Women’s Suffrage #2


August 18, 2020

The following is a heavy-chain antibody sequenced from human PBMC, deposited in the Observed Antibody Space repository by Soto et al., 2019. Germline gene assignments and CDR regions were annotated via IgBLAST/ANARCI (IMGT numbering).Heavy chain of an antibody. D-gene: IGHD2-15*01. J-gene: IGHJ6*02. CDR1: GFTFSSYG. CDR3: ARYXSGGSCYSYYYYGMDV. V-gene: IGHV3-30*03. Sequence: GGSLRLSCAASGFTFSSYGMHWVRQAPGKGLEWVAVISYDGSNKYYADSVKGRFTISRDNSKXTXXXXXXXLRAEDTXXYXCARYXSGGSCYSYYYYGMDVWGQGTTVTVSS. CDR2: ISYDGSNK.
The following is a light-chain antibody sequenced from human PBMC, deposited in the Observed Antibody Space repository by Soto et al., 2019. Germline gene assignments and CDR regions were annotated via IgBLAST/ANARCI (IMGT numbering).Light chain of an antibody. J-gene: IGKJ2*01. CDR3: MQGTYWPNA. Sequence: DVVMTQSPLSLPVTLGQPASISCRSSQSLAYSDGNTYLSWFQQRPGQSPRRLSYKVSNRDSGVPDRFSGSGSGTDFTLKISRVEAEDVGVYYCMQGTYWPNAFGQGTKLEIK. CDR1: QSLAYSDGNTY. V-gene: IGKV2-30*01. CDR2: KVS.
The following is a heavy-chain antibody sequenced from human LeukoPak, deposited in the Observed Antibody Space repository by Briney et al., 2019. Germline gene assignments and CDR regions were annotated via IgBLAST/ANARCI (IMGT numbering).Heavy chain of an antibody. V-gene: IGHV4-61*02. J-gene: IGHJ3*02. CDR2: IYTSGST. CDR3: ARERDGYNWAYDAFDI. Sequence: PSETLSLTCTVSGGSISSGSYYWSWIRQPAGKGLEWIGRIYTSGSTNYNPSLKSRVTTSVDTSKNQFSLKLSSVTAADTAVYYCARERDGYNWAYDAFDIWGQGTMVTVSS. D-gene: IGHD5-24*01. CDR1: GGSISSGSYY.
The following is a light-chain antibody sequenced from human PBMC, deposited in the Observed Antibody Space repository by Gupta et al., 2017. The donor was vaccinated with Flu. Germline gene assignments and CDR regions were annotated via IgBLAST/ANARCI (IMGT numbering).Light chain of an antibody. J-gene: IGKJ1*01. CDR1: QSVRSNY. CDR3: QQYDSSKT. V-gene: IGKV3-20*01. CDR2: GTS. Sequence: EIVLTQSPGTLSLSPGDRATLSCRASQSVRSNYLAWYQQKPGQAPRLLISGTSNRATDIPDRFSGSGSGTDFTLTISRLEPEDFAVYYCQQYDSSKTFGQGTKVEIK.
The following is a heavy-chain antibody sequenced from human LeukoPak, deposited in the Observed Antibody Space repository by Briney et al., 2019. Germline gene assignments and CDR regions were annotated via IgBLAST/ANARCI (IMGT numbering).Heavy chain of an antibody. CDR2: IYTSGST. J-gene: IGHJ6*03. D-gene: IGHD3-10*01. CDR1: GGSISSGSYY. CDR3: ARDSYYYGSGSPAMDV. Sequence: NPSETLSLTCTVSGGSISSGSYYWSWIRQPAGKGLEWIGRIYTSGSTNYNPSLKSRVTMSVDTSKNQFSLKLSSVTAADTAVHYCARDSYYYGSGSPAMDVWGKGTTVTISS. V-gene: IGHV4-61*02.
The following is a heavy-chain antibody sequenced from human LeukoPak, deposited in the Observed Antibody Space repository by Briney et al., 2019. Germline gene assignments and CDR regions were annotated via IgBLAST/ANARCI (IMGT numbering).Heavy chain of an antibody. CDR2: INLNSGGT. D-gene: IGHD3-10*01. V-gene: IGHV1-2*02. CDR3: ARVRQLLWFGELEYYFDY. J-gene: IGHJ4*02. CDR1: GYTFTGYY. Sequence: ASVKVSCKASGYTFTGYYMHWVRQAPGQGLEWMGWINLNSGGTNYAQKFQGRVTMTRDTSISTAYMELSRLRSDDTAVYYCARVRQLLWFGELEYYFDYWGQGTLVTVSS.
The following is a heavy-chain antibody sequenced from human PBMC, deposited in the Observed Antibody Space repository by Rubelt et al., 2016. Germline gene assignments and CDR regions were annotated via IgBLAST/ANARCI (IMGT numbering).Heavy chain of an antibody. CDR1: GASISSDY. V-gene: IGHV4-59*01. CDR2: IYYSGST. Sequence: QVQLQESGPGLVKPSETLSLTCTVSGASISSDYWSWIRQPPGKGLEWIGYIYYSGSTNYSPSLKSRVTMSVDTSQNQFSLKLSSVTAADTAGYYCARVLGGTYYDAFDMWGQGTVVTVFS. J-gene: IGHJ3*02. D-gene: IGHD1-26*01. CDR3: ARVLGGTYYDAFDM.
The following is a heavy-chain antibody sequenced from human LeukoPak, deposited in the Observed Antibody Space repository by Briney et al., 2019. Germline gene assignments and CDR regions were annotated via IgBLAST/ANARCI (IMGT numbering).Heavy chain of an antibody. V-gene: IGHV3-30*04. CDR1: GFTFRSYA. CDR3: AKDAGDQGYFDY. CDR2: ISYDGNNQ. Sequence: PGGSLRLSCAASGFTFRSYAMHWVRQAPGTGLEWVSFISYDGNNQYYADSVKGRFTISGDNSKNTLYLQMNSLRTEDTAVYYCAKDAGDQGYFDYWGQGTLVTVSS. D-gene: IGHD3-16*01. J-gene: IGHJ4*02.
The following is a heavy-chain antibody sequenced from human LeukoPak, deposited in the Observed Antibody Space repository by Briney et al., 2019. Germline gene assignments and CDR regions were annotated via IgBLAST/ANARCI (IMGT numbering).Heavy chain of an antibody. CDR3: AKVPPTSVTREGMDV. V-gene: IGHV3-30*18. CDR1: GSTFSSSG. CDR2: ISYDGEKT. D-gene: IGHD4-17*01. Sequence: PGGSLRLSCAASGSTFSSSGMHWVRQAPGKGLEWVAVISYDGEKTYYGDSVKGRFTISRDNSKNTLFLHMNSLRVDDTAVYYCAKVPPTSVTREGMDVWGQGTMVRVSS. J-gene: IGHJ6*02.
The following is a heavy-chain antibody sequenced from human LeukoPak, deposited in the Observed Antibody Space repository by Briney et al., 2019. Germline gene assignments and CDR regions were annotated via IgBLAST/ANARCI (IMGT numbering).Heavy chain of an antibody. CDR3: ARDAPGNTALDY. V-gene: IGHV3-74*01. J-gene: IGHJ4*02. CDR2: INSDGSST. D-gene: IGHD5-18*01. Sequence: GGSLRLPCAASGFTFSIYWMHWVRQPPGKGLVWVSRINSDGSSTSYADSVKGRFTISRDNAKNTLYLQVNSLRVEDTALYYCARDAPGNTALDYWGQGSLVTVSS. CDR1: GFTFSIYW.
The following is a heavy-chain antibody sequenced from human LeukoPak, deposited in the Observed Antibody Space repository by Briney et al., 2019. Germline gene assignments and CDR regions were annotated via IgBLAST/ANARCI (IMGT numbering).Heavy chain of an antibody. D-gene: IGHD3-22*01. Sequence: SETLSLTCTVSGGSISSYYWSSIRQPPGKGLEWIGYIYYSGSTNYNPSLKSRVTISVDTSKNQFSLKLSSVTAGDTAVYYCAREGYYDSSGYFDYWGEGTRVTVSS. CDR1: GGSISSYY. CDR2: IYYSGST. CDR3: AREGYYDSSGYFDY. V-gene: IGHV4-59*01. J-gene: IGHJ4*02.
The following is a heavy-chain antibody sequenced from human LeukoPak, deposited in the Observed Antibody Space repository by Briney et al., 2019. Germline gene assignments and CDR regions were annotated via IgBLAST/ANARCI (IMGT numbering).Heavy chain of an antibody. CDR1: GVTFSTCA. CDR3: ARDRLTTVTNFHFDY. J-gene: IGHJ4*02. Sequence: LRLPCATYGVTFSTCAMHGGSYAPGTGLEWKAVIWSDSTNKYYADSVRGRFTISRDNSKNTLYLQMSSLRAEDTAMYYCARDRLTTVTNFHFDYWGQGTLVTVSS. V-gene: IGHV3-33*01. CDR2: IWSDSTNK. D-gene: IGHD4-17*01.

It’s the 100th anniversary of the ratification of the 19th Amendment to the U.S. Constitution that gave (white) women the right to vote. But Oregon had an 8-year jump on the nation—the state granted women voting rights in 1912. One of the foremost leaders of the suffrage movement in the West was Oregon’s own Abigail Scott Duniway—teacher, author, newspaper publisher, and lecturer. Because of her efforts she was given the privileges of drafting the state’s Equal Suffrage Proclamation and being the first woman in Oregon to vote. Duniway made multiple trips to Jacksonville during her voting rights campaigns, but her strong determination and outspoken manner were not always well received by the local menfolk. During an 1879 tour, when an inflammatory editorial she had written was made known, she was burned in effigy and pelted with eggs. Abigail laughed it off saying, “Only one egg hit us and that was fresh and sweet.”